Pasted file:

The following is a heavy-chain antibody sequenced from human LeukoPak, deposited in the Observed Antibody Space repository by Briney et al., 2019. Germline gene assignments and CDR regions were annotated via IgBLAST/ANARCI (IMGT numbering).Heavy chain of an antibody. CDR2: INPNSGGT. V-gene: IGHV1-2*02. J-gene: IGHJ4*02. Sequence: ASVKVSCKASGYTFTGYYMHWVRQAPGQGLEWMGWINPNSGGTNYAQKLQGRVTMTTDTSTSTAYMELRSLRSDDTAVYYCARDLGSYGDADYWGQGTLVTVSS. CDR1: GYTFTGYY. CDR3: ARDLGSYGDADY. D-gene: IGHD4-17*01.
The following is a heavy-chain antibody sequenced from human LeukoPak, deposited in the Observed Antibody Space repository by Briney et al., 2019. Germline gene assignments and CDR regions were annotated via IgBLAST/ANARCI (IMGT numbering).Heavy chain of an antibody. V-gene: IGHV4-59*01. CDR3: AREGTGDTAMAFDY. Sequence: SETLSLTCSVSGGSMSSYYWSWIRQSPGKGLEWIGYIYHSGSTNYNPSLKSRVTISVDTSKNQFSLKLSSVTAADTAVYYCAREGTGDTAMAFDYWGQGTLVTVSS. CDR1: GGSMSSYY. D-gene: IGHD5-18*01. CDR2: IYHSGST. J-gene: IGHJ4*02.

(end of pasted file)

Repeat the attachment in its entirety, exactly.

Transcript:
The following is a heavy-chain antibody sequenced from human LeukoPak, deposited in the Observed Antibody Space repository by Briney et al., 2019. Germline gene assignments and CDR regions were annotated via IgBLAST/ANARCI (IMGT numbering).Heavy chain of an antibody. CDR2: INPNSGGT. V-gene: IGHV1-2*02. J-gene: IGHJ4*02. Sequence: ASVKVSCKASGYTFTGYYMHWVRQAPGQGLEWMGWINPNSGGTNYAQKLQGRVTMTTDTSTSTAYMELRSLRSDDTAVYYCARDLGSYGDADYWGQGTLVTVSS. CDR1: GYTFTGYY. CDR3: ARDLGSYGDADY. D-gene: IGHD4-17*01.
The following is a heavy-chain antibody sequenced from human LeukoPak, deposited in the Observed Antibody Space repository by Briney et al., 2019. Germline gene assignments and CDR regions were annotated via IgBLAST/ANARCI (IMGT numbering).Heavy chain of an antibody. V-gene: IGHV4-59*01. CDR3: AREGTGDTAMAFDY. Sequence: SETLSLTCSVSGGSMSSYYWSWIRQSPGKGLEWIGYIYHSGSTNYNPSLKSRVTISVDTSKNQFSLKLSSVTAADTAVYYCAREGTGDTAMAFDYWGQGTLVTVSS. CDR1: GGSMSSYY. D-gene: IGHD5-18*01. CDR2: IYHSGST. J-gene: IGHJ4*02.